With the rise in popularity of Android OS, the prevalence of Android malware too is growing rapidly. Roman Unuchek, a security expert at Kaspersky Labs proved this point when an Android application came to him and his team for analysis. The application file turned out to be a multi-functional Trojan.
The newest malware scare named as as Backdoor.AndroidOS.Obad.a, infects the handsets of Android Smartphone users via a vulnerabilty existing in popular DEX2JAR (The tool is used by analysts to convert APK files into Java Archive (JAR) format)software. The vulnerability was spotted and exploited by the cybercriminals to disrupt the conversion of Dalvik bytecode into Java bytecode, eventually complicating the statistical analysis of the Trojan.
After this, the trojan procceds to install additional malware, distribute malicious software to other phones via Bluetooth, and perform remote commands in the Android console. Also, the cybercriminals noted an error in the Android operating system that relates to the processing of the AndroidManifest.xml file. This file exists in every Android application and is used to describe the application’s structure, define its launch parameters, etc.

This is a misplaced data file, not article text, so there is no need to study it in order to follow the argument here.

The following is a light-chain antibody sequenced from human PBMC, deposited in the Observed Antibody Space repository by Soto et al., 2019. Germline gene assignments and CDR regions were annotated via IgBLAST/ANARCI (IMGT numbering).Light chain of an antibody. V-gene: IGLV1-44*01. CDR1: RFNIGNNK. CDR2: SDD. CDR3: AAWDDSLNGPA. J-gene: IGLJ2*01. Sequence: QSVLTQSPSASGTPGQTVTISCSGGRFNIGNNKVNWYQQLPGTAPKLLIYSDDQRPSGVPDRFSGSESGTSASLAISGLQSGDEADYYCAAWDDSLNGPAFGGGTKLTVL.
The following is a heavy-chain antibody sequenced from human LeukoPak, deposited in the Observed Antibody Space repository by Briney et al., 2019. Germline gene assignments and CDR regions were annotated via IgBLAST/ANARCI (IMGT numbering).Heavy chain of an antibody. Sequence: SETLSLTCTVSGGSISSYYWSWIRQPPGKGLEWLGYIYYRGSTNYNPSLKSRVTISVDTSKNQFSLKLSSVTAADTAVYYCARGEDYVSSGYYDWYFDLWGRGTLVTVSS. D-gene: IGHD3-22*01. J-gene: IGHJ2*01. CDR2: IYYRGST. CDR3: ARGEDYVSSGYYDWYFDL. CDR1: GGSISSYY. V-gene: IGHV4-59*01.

Backdoor.AndroidOS.Obad.a alters AndroidManifest.xml in such a way that it does not comply with Google standards, but still correctly processed on a smartphone. All this working makes it extremely difficult to run dynamic analysis on this Trojan. Anyhow, this is nothing new as malware writers typically try to make the codes in their creations as complicated as possible.
To conclude this review, we would like to add that Backdoor.AndroidOS.Obad.a looks closer to Windows malware than to other Android trojans, in terms of its complexity and the number of unpublished vulnerabilities it exploits,” Unuchek wrote at Secure List.
Backdoor.AndroidOS.Obad.a does not have an interface and works in silent background mode.